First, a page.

Beijing Reopens Mass Isolation Center In Attempt to Avoid Broad Lockdown

The authorities in Beijing on Monday said that they had reopened a mass coronavirus isolation center, the latest in a raft of measures to try to stave off a citywide lockdown.

While Beijing has recorded only 400 cases since April 22, the move to start using the Xiaotangshan hospital, which has more than 1,000 beds, appears to be aimed at avoiding the fate of Shanghai, which is still under lockdown. The hospital was built in seven days in 2003 to treat patients of the SARS epidemic and was used again in 2020 to treat Covid-19 patients.

Officials in Beijing are under immense pressure to quickly stamp out outbreaks. In recent days, they have placed a temporary ban on dining in restaurants, closed schools indefinitely and ordered residents to show proof of a negative test within the past week to enter public spaces, including public transportation.

Universal Beijing Resort, one of the city’s major tourist attractions, was also ordered shut just as the five-day May Day holiday started on Saturday. And nearly all of the Chinese capital’s 22 million residents have undergone three rounds of testing.

So far, the scale of the outbreak appears to be limited. On Monday, officials announced 50 new cases, down from the 59 reported on Sunday. At a news conference on Sunday, health officials said that they had successfully sequenced dozens of cases and established clear chains of transmission.

By acting early, officials in Beijing are hoping to avoid a punishing lockdown similar to the one in Shanghai during the past month. Since the beginning of March, Shanghai has reported more than 550,000 cases, leading officials to institute harsh quarantine measures that have resulted in shortages of food and supplies as well as protests.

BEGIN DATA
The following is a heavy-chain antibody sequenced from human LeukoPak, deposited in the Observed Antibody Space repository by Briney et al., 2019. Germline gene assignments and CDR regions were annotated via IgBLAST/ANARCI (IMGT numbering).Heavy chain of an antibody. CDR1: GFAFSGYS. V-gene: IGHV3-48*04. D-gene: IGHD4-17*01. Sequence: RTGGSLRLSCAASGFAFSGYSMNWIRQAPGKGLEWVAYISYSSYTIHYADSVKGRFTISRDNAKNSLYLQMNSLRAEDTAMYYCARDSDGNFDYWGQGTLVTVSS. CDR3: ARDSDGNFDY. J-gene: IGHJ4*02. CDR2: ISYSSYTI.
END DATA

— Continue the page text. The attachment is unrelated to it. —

Cases in Shanghai are now falling. On Monday, the authorities reported about 6,600 new infections, down from 7,800 the day before. In recent days, the local government has shuttered several mass quarantine sites that had been used to house patients.

Concerns remain about China’s population of older adults, who have emerged as one of the most vulnerable groups during the pandemic. Just over half of people 80 and older have had two shots, and less than 20 percent of that age group have received a booster, Zeng Yixin, a vice minister of the National Health Commission, said in March.

Over the weekend, the authorities were put on alert after several videos were widely shared on Chinese social media showing workers in protective suits unzipping a body bag and wheeling it back into a home for the care of older adults in Shanghai. On Monday, local officials confirmed that a person had been put into a body bag while still alive, according to Chinese state media. The officials added that the person had since been transferred to a hospital and was showing stable vital signs.

Chinese state media later reported that four people had been dismissed from their posts in connection with the incident, including two local officials overseeing care for older adults and the director of the nursing home.

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